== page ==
The burden of doing business in Nigeria

As the Federal Government prepares to embark on policies that will make good the promise of President Muhammadu Buhari to lift 100 million Nigerians out of poverty through job creation and economic diversification, CHIMA NWOKOJI in this report examines the problems faced by the small and medium scale businesses, which are supposed to be the backbone of job creation in the economy.

RATHER than searching for primary or secondary school teaching jobs, Mrs Ifulanya Offor, a graduate of Education Administration from Abia State University preferred to learn craft and teach others technical skills in the informal sector.

After her national youth service, Mrs. Offor who spoke with Sunday Tribune, said she enrolled to acquire skills in bead making while still serving in Lagos State. After a year’s apprenticeship, she started producing artistic earrings and necklaces.

Mrs Offor, now has a business outfit located at Okota, Lagos, which she has operated for the past eight years, empowering women and reducing poverty in her own little way. But Mrs Ofor’s small scale business is facing challenges. According to her, Nigerians are too interested in foreign designers and this reduces their patronage of locally made fashion items. This, coupled with lack of finance for expansion and high cost of running businesses in this part of the world, has made it difficult for her to cover cost and make profits.

Mrs. Offor is one among millions of entrepreneurs whose business expansion has been hindered by lack of finance and other operating bottlenecks. Other factors identified by small scale business operators are poor power supply and bad road network among others adding to woes of SMEs.

Even as all these put pressure on their cost of running the business, one thing is clear: whether it’s a small barber shop, the roadside vulcanizer or a dry cleaning shop down the street, SMEs drive national economies.

Ironically, lenders shy away from giving loans to start-ups due to a number of reasons, among which is the argument that the opaque nature of many SMEs does not help support the idea to  advance loans to them.

“SMEs have to pay for everything, from electricity to other inputs, in a dollarised economy. This weakens their viability, and therefore their credit-worthiness. As a result, banks are reluctant to lend,” says Razia Khan, Head of Research for Africa at Standard Chartered Bank.

Also, speaking with Sunday Tribune, an economist and ex-staff of defunct Oceanic Bank, Mr. Kenny Daniels said that the issue of growing SMEs goes beyond providing the fund. To him, power supply and capacity building is most important to sustain their investment, because many of them with laudable ideas are still having challenges of how to push forward.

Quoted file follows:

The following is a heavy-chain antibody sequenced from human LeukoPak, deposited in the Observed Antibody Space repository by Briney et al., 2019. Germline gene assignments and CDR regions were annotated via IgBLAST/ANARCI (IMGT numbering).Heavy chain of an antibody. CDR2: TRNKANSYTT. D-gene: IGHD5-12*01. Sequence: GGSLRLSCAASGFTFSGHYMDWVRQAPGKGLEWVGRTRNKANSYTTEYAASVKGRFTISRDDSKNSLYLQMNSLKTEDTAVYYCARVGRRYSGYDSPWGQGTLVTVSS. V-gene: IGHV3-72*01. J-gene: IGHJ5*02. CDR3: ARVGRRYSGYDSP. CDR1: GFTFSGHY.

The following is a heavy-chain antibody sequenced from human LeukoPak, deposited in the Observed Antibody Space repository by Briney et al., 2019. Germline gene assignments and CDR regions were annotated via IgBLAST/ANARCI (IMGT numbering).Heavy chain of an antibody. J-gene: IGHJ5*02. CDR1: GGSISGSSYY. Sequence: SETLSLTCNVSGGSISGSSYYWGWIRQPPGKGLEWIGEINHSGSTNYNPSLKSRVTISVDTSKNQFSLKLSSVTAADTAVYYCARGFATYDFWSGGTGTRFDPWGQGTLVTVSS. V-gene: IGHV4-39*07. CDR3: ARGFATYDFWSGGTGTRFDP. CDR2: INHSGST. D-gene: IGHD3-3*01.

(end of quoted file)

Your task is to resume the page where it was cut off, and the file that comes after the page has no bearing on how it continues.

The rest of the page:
Speaking further, he is of the opinion that there are other sources of funding for serious entrepreneurs in the sector.

“I believe that if my idea is bigger than me and I have a market for it I can sell my personal property to fund it. I believe there should be other social entrepreneurs organising young people to get clustered and fund their ideas. There is no need rushing to micro-finance or commercial banks when you know the challenges. Also, when the government is finding it difficult to provide power, how do you expect private business owners to do so effectively and still break-even,” he told Sunday Tribune.

According to the National Bureau of Statistics (NBS), SMEs in Nigeria have contributed about 48 per cent of the national Gross Domestic Product (GDP) in the last five years. Also, available records show that in Nigeria, SMEs account for 96 per cent of businesses and 84 per cent of employment. In South Africa, SMEs account for 91 per cent of businesses, 60 per cent of employment and contribute 52 per cent of total GDP.

This means that despite claiming to be the giant of Africa, Nigeria still lags behind neighbouring countries in most parameters. One of such is glaring in the above example where South Africa’s SMEs sector contribute about 4 per cent above what obtains in Nigeria to the GDP.

With a total number of about 17.4 million, the NBS said SMEs account for about 50 per cent of industrial jobs and nearly 90 per cent of the manufacturing sector, in terms of number of enterprises.

 

More Challenges

The Chairman of Abuja Chapter of Chartered Institute of Bankers of Nigeria (CIBN), Professor Uche Uwaleke, is concerned that in Nigeria, poor access to finance constitutes a major constraint for Small and Medium Enterprises.

According to him, the high borrowing rates discourage the SMEs from accessing bank loans.

“Loans from commercial banks especially to sectors considered as high-risk are usually collateral-linked, involving in most cases, a charge over assets of the firm. Such conditions are often too stringent for many start-ups particularly if the payback period for the project to be financed is long,” he stated.